Redesigned Audi TTS takes technology to a different place for 2016

The 2016 Audi TTS is all-new for 2016. It is offered only in coupe form, unlike the TT which is offered both as a coupe and roadster.

2016 Audi TTS

Rating:Star5 Star Star Star Star

Audi has completely redesigned its TT and TTS for 2016, and one of the changes the Germans came up with may first have you wondering “what the heck?” but later reconsidering to “hey, this is a cool idea.”

All the infotainment functions — including the menu for vehicle settings, radio and media, and the optional navigation system — are displayed on a monitor right in front of the driver in the instrument panel in what Audi terms a “virtual cockpit.”

No, they don’t replace the traditional speedometer and tachometer in the usual instrument cluster. Those two key gauges are off to either side of the 12.3-inch screen and can even be enlarged with the push of a steering wheel button marked “view.”

The various functions are operated off the MMI control knob conveniently located on the center console. Simply selected the desired mode — menu, radio, media, navigation, phone, and other settings — by pushing the correct button (also on the console) and then spin the knob to get to the desired function.

Frankly, this makes it sound a bit complicated, but after a short period of adjustment, you’ll find it’s not. The only thing that’s really different is the location of the screen. Instead of popping up from the center of the dash like some sort of Phoenix rising, the screen now is front of the driver’s eyes where it can be seen at a quick glance. (Check the slide show for a look.)

One esthetic benefit: The elimination of the center display makes for a much cleaner look for the dash.

One possible minus (or plus): The passenger is left with virtually no control other than to adjust the audio volume via a small knob on the console. It’s all up to the driver to make adjustments.

Of course, as interesting as this design concept is, it’s not going to be the primary reason for shopping the TT or TTS. The car itself is a real attention-getter and performer here.

Especially the subject of this review, the TTS.

Added to the Audi portfolio for 2009, the TTS jacks up power from the 220 ponies and 258 pound-feet of torque offered by the TT to a more robust 292 and 280, respectively, knocking nearly a full second off the zero-to-60 mph time to 4.6 seconds. (Times for the TT are 5.3 in the coupe, 5.6 in the roadster.)

The 2.0-liter, turbocharged four-cylinder engine is mated to a six-speed automated manual transmission that can be shifted via steering wheel-mounted paddles or put in “sport” mode for quicker responses than what “comfort” offers when running in automatic. Mileage figures are 23 miles-per-gallon, 27 city using premium fuel with a respectable 25 mpg combined.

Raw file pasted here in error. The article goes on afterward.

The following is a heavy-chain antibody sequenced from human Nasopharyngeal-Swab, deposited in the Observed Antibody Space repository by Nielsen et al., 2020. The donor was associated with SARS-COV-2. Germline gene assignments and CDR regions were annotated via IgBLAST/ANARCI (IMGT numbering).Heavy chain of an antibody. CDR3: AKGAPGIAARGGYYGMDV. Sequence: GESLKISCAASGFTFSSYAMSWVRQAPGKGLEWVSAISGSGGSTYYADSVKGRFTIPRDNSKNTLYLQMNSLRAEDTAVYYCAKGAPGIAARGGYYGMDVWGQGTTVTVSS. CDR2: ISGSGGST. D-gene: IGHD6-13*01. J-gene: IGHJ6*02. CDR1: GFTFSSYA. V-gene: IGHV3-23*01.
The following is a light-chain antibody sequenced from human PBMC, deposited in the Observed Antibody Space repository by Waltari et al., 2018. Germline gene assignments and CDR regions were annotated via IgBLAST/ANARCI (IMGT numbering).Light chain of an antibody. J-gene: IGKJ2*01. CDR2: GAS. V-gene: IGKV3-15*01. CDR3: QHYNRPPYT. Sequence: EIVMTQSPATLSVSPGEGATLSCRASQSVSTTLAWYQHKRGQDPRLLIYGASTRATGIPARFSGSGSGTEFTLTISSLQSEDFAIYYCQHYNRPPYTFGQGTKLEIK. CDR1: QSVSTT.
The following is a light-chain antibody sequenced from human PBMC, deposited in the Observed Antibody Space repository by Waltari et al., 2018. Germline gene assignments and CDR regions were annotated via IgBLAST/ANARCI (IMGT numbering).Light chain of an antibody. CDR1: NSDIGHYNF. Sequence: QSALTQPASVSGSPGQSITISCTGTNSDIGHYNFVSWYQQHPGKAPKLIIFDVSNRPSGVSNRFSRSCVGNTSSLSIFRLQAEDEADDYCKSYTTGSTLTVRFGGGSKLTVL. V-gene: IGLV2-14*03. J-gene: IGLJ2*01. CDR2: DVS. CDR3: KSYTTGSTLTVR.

It has Audi’s all-wheel-drive quattro system which, when set in “dynamic” driving mode, is more biased toward the rear wheels. Comfort, automatic, and individual are other driving mode options with “individual” allowing the driver to set functions like engine/transmission, suspension, steering, quattro and engine sound to comfort, dynamic, or auto modes separately. It’s like personalizing your vehicle to the kind of driving experience you want.

Even in comfort, however, responses are very quick, and the TTS hugs the road when making tight turns under acceleration.

Among standard equipment on the TTS included in the $51,900 base MSRP are 12-way power adjustable heated front sport seats, keyless entry and ignition, flat-bottom steering wheel for ease of entry and egress, Alcantaara leather interior (an upgrade to Napa leather is available), LED interior lighting, automatic climate control, voice-operation for various functions, Bluetooth hands-free communications, and rear parking sensors.

A tech package offering navigation, Audi Connect technology, blind spot warning (which Audi dubs “side assist”), auto-dimming, power-folding exterior mirrors, front parking sensors, and rear-view camera was included on our test vehicle. That and the Nano Gray metallic exterior, Bang & Olufsen sound system, and Nappa leather seats ran the total MSRP to $58,100 including the $925 destination and delivery charge. That puts the TTS near the lower realm of the price range among its competitors.

What’s good about the 2016 Audi TTS: This is a fun car to drive with lots of room up front in a very comfortable setting. Once over the initial surprise of seeing the infotainment’s display screen set right in front of the driver, you’ll begin to appreciate its virtues.

What’s not-so good about the 2016 Audi TTS: Though listed as a 2+2, the TTS’ backseat is pretty much useless for anything but placing packages or purses. Or dogs. There’s a lack of storage space for items up front as well with only one cupholder on the console.

For a look at the 2016 Audi TTS and more details, check out the accompanying slide show.